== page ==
“Please, do not call me a hero. My men who died at Xuan Loc and the hundred battles before are the true heroes.” – Le Minh Dao, Brigadier General, 18th Division, South Vietnam
On this day, 37 years ago, the tanks of the North Vietnamese Army rolled into the city of Saigon. The city’s inhabitants gathered frantically outside the gates of the U.S. embassy, begging the Americans to shelter them from the advancing Communists. That day, thousands of Vietnamese families packed up their entire lives and embarked on a journey across the seas to escape the grasp of Communism. April 30, 1975 was a dark day in Vietnam’s history, but prior to this fall, the South Vietnamese Army would achieve one last glorious victory.
In the weeks prior to the fall of Saigon, the Communists in the North were still figuring out how to capture the city. One strategically important location was Xuan Loc, which the Communists planned to capture before moving on to Saigon. As the 4th Corps of the North Vietnamese Army assembled their forces in the jungle north of the city of Xuan Loc, they were greeted by some unexpected guests. The 18th Division of the ARVN (South Vietnam), under Brig. General Le Minh Dao, would derail the NVA’s plan to capture Xuan Loc, showing the world that even without the U.S., the ARVN was still a force to be reckoned with.
“Even though we knew we had lost the war, I still fought. I was filled with despair after the loss of the northern Corps, but I still fight.”
The Battle of Xuan Loc was the last major struggle before Saigon’s fall on April 30, 1975. With the passionate and inspirational leadership of Brigadier General Le Minh Dao, the 18th Division of the ARVN resisted heavy fire from the Communist forces from April 9-21, when the division was recalled to defend Saigon. The brilliance of the 18th Division can be seen by its numbers, dealing a miserable amount of pain to the 4th Corps of the NVA. On the first day of battle, the NVA under Major General Hoang Cam lost more than 700 hundred men to the ARVN and Le Minh Dao, whose losses were below 50 soldiers. After four days, Cam’s death toll climbed to 2,000, while Dao’s still only in the hundreds, the 4th Corps still had not advanced (Pribbenow & Vieth, 2004: 191-199).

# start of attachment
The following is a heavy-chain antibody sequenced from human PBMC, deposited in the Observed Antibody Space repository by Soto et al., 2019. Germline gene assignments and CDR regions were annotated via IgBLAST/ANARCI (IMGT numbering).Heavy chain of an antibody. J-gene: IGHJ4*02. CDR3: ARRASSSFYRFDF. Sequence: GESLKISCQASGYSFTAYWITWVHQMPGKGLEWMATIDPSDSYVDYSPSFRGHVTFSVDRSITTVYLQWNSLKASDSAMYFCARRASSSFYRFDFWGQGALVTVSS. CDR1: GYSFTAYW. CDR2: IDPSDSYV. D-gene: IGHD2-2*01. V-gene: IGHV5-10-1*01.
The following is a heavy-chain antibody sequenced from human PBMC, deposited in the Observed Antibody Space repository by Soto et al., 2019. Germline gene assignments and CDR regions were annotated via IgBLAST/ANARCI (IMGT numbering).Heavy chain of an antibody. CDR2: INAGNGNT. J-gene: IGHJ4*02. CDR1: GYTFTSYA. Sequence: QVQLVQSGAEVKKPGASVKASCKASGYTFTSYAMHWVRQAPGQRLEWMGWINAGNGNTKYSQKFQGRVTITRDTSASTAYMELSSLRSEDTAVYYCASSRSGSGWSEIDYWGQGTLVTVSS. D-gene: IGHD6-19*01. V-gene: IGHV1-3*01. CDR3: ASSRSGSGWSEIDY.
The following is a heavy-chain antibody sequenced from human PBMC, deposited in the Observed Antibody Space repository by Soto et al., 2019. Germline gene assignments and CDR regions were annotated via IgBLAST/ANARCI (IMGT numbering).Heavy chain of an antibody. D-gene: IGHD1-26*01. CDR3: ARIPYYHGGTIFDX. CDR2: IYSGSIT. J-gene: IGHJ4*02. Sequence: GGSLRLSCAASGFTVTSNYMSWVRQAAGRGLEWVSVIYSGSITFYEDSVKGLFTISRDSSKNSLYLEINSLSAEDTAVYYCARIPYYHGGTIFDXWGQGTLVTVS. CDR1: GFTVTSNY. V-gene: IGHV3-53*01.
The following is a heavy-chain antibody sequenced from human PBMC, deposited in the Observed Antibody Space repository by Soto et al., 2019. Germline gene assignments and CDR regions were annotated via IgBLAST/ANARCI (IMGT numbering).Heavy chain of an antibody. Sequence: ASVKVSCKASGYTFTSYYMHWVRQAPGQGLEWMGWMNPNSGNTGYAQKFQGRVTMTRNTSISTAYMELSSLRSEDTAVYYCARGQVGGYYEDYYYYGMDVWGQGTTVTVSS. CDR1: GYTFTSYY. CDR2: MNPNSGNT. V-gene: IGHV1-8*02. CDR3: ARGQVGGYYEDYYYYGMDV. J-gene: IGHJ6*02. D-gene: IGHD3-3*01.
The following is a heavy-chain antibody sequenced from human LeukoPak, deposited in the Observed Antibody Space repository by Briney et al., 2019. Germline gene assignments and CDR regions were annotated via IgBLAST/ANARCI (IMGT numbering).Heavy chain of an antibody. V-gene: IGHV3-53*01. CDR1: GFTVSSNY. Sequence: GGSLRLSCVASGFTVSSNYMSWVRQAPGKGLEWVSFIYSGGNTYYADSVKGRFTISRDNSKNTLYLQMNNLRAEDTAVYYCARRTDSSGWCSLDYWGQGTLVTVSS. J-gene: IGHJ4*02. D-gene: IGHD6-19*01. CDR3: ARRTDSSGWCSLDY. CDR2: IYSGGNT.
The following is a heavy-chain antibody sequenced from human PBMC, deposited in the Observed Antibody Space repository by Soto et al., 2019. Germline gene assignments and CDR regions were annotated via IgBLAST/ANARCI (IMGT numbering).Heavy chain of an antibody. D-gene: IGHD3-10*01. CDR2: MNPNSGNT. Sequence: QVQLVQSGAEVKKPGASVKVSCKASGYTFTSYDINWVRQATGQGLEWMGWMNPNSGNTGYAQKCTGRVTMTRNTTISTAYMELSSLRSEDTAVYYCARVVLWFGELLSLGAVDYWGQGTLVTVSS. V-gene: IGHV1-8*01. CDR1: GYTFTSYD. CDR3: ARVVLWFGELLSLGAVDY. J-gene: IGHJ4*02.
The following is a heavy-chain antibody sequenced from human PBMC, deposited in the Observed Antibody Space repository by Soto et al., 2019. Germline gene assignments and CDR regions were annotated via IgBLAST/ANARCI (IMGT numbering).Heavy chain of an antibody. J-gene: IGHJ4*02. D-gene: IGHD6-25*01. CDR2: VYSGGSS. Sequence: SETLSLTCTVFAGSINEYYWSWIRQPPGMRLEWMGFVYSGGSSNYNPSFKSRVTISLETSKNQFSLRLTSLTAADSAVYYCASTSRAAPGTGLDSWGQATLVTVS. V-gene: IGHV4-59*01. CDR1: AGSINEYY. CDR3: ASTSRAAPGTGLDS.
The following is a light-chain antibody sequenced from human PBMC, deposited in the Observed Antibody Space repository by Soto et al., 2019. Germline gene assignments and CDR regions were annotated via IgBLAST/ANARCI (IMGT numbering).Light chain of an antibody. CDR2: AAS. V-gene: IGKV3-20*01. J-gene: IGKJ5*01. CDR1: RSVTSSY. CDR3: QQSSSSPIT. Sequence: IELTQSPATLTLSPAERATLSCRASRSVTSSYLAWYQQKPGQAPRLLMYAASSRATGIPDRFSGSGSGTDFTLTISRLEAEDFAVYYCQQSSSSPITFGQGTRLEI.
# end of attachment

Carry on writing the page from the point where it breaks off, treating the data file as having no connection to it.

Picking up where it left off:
By April 13, the 4th Corps and the North Vietnamese Army were forced to change their strategy. According to NVA Commander Tran Van Tra, because of the fierce resistance of General Dao and the 18th Division, it was no longer in the interests of the NVA to continue pressing in Xuan Loc (Pribbenow & Vieth, 2004: 200). From then until April 21, the Communist forces would concentrate their forces in other areas around Xuan Loc, and Le Minh Dao would continue to fight them until receiving orders to return to Saigon. The general’s retreat was just as masterful as his advance, which required much daring and intellect to outmaneuver the Communist forces.
“I was their general, I wish to be the last man from the 18th ARVN to be released. I could not look them in the face otherwise.”
Sadly, the success story ends here, with Le Minh Dao’s successful retreat back to Saigon. From this point onward, South Vietnam would run out of steam, and the ARVN would no longer have the means to fight. Brigadier General Le Minh Dao and the 18th Division were only few of many brave individuals who sacrificed their lives for the free and democratic South. On April 30th, even after Duong Van Minh and the Southern government surrendered, Le Minh Dao still wanted to keep fighting. However, with the knowledge that the corps commander and the deputy had taken their own lives, Dao knew that it was done. On May 9, Le Minh Dao turned himself over to the Communist forces, serving a prison sentence of 17 years. He would remain in prison until May 4, 1992, when he was finally released. Le Minh Dao currently resides in the United States, his accomplishments forever immortalized in the pages of history.
Further Reading on the Battle of Xuan Loc:
Pribbenow, Merle L. & George J. Veith. ”Fighting is an Art: The Army of the Republic of Vietnam’s Defense of Xuan Loc, 9-21 April 1975.” The Journal of Military History, Vol. 68, No. 1 (Jan., 2004), pp. 163-213.